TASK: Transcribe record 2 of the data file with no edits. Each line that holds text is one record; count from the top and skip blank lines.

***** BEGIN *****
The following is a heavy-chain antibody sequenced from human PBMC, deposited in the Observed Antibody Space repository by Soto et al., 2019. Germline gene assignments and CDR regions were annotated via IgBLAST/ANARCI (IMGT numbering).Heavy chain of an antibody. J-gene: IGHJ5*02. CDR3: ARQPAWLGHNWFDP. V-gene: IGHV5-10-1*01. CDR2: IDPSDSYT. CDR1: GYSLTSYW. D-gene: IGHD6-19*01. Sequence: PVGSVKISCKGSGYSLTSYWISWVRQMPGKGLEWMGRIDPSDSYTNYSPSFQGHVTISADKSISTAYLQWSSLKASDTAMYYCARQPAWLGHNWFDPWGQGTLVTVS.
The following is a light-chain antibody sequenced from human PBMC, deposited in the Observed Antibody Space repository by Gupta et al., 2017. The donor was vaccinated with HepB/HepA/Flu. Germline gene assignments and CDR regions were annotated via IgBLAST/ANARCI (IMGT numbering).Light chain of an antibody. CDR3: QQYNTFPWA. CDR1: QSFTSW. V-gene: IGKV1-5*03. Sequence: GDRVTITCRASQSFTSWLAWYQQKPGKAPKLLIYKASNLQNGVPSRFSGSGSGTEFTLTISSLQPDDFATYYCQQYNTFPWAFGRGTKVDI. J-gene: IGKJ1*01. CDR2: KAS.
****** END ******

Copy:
The following is a light-chain antibody sequenced from human PBMC, deposited in the Observed Antibody Space repository by Gupta et al., 2017. The donor was vaccinated with HepB/HepA/Flu. Germline gene assignments and CDR regions were annotated via IgBLAST/ANARCI (IMGT numbering).Light chain of an antibody. CDR3: QQYNTFPWA. CDR1: QSFTSW. V-gene: IGKV1-5*03. Sequence: GDRVTITCRASQSFTSWLAWYQQKPGKAPKLLIYKASNLQNGVPSRFSGSGSGTEFTLTISSLQPDDFATYYCQQYNTFPWAFGRGTKVDI. J-gene: IGKJ1*01. CDR2: KAS.